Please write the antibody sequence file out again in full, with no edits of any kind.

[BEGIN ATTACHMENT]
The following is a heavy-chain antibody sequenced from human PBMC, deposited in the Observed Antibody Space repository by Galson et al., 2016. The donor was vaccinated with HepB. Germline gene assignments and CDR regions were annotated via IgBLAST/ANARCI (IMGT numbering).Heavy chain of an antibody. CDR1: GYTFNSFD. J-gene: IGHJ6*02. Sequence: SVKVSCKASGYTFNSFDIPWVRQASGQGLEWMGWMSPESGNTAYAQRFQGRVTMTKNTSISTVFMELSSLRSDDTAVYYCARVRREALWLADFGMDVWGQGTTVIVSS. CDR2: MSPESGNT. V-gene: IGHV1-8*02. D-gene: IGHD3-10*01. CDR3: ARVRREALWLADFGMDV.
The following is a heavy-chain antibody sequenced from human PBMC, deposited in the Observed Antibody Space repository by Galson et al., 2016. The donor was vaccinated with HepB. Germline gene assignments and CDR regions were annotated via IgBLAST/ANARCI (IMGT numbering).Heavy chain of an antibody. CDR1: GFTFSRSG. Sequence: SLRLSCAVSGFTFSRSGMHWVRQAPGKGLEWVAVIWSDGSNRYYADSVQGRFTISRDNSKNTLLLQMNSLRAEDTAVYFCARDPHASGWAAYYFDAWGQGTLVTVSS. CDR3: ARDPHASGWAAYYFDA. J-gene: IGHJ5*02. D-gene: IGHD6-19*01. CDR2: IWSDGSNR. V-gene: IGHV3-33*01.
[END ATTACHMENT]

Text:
The following is a heavy-chain antibody sequenced from human PBMC, deposited in the Observed Antibody Space repository by Galson et al., 2016. The donor was vaccinated with HepB. Germline gene assignments and CDR regions were annotated via IgBLAST/ANARCI (IMGT numbering).Heavy chain of an antibody. CDR1: GYTFNSFD. J-gene: IGHJ6*02. Sequence: SVKVSCKASGYTFNSFDIPWVRQASGQGLEWMGWMSPESGNTAYAQRFQGRVTMTKNTSISTVFMELSSLRSDDTAVYYCARVRREALWLADFGMDVWGQGTTVIVSS. CDR2: MSPESGNT. V-gene: IGHV1-8*02. D-gene: IGHD3-10*01. CDR3: ARVRREALWLADFGMDV.
The following is a heavy-chain antibody sequenced from human PBMC, deposited in the Observed Antibody Space repository by Galson et al., 2016. The donor was vaccinated with HepB. Germline gene assignments and CDR regions were annotated via IgBLAST/ANARCI (IMGT numbering).Heavy chain of an antibody. CDR1: GFTFSRSG. Sequence: SLRLSCAVSGFTFSRSGMHWVRQAPGKGLEWVAVIWSDGSNRYYADSVQGRFTISRDNSKNTLLLQMNSLRAEDTAVYFCARDPHASGWAAYYFDAWGQGTLVTVSS. CDR3: ARDPHASGWAAYYFDA. J-gene: IGHJ5*02. D-gene: IGHD6-19*01. CDR2: IWSDGSNR. V-gene: IGHV3-33*01.